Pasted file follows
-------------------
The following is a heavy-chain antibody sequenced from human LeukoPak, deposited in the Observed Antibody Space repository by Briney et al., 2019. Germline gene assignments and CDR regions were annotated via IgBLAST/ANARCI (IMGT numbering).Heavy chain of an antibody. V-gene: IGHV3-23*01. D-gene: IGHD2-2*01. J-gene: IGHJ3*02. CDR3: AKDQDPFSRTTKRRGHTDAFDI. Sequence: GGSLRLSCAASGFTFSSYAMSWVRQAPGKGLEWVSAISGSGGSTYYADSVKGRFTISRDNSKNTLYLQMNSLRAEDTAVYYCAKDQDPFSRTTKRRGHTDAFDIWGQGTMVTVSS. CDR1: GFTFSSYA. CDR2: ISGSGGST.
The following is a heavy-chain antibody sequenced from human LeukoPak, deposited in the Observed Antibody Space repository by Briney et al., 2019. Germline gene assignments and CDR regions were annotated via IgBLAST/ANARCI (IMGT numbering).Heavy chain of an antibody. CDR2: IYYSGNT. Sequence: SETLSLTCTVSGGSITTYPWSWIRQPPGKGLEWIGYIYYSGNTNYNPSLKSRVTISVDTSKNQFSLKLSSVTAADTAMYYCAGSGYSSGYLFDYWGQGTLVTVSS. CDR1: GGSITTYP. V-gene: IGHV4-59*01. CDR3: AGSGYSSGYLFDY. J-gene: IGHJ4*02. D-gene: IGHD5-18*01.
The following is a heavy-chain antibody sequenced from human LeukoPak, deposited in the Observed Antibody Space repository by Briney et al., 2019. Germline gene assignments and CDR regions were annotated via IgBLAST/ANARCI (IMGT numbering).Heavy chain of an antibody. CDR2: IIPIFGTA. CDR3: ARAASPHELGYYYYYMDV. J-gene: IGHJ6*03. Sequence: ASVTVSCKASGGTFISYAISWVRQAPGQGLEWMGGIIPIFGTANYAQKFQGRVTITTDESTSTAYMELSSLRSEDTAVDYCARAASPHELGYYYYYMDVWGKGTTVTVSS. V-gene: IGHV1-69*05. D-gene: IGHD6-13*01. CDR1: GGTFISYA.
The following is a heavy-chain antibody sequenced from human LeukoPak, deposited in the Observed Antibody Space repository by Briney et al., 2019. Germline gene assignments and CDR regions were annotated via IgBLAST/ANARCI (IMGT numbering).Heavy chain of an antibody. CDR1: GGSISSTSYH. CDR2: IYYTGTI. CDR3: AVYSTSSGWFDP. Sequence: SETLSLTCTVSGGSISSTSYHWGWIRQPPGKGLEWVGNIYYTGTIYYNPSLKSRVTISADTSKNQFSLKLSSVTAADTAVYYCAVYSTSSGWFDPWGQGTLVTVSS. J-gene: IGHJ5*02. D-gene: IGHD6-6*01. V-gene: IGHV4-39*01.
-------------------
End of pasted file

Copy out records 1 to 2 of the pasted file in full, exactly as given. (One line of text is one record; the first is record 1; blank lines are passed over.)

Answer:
The following is a heavy-chain antibody sequenced from human LeukoPak, deposited in the Observed Antibody Space repository by Briney et al., 2019. Germline gene assignments and CDR regions were annotated via IgBLAST/ANARCI (IMGT numbering).Heavy chain of an antibody. V-gene: IGHV3-23*01. D-gene: IGHD2-2*01. J-gene: IGHJ3*02. CDR3: AKDQDPFSRTTKRRGHTDAFDI. Sequence: GGSLRLSCAASGFTFSSYAMSWVRQAPGKGLEWVSAISGSGGSTYYADSVKGRFTISRDNSKNTLYLQMNSLRAEDTAVYYCAKDQDPFSRTTKRRGHTDAFDIWGQGTMVTVSS. CDR1: GFTFSSYA. CDR2: ISGSGGST.
The following is a heavy-chain antibody sequenced from human LeukoPak, deposited in the Observed Antibody Space repository by Briney et al., 2019. Germline gene assignments and CDR regions were annotated via IgBLAST/ANARCI (IMGT numbering).Heavy chain of an antibody. CDR2: IYYSGNT. Sequence: SETLSLTCTVSGGSITTYPWSWIRQPPGKGLEWIGYIYYSGNTNYNPSLKSRVTISVDTSKNQFSLKLSSVTAADTAMYYCAGSGYSSGYLFDYWGQGTLVTVSS. CDR1: GGSITTYP. V-gene: IGHV4-59*01. CDR3: AGSGYSSGYLFDY. J-gene: IGHJ4*02. D-gene: IGHD5-18*01.